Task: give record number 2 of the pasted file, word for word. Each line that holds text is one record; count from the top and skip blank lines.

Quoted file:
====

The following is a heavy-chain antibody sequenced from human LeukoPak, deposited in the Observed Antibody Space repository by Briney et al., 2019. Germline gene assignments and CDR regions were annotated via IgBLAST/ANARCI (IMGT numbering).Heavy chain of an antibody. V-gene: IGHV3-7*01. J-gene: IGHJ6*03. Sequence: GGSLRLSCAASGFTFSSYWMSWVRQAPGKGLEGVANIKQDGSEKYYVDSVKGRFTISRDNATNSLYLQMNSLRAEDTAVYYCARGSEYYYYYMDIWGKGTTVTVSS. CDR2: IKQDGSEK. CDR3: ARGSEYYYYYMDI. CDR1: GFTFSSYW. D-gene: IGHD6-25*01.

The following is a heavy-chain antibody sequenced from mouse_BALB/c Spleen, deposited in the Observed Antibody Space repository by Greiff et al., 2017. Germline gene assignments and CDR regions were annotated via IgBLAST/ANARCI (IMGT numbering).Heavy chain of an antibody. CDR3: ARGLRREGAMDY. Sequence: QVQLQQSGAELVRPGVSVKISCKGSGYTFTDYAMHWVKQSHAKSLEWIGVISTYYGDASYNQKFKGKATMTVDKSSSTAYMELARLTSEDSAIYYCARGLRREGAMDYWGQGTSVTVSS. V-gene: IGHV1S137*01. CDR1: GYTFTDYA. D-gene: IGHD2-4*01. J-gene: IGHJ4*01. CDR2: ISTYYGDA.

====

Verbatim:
The following is a heavy-chain antibody sequenced from mouse_BALB/c Spleen, deposited in the Observed Antibody Space repository by Greiff et al., 2017. Germline gene assignments and CDR regions were annotated via IgBLAST/ANARCI (IMGT numbering).Heavy chain of an antibody. CDR3: ARGLRREGAMDY. Sequence: QVQLQQSGAELVRPGVSVKISCKGSGYTFTDYAMHWVKQSHAKSLEWIGVISTYYGDASYNQKFKGKATMTVDKSSSTAYMELARLTSEDSAIYYCARGLRREGAMDYWGQGTSVTVSS. V-gene: IGHV1S137*01. CDR1: GYTFTDYA. D-gene: IGHD2-4*01. J-gene: IGHJ4*01. CDR2: ISTYYGDA.